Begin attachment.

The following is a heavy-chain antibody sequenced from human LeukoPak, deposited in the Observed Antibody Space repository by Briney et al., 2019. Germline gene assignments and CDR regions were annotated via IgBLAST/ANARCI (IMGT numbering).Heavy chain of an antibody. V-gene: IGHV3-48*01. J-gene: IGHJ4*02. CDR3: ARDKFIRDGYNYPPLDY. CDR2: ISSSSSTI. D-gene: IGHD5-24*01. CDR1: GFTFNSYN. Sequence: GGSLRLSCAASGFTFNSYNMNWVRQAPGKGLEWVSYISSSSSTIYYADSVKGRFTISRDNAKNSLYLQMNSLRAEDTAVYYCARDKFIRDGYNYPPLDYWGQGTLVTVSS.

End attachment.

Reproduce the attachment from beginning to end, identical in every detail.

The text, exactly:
The following is a heavy-chain antibody sequenced from human LeukoPak, deposited in the Observed Antibody Space repository by Briney et al., 2019. Germline gene assignments and CDR regions were annotated via IgBLAST/ANARCI (IMGT numbering).Heavy chain of an antibody. V-gene: IGHV3-48*01. J-gene: IGHJ4*02. CDR3: ARDKFIRDGYNYPPLDY. CDR2: ISSSSSTI. D-gene: IGHD5-24*01. CDR1: GFTFNSYN. Sequence: GGSLRLSCAASGFTFNSYNMNWVRQAPGKGLEWVSYISSSSSTIYYADSVKGRFTISRDNAKNSLYLQMNSLRAEDTAVYYCARDKFIRDGYNYPPLDYWGQGTLVTVSS.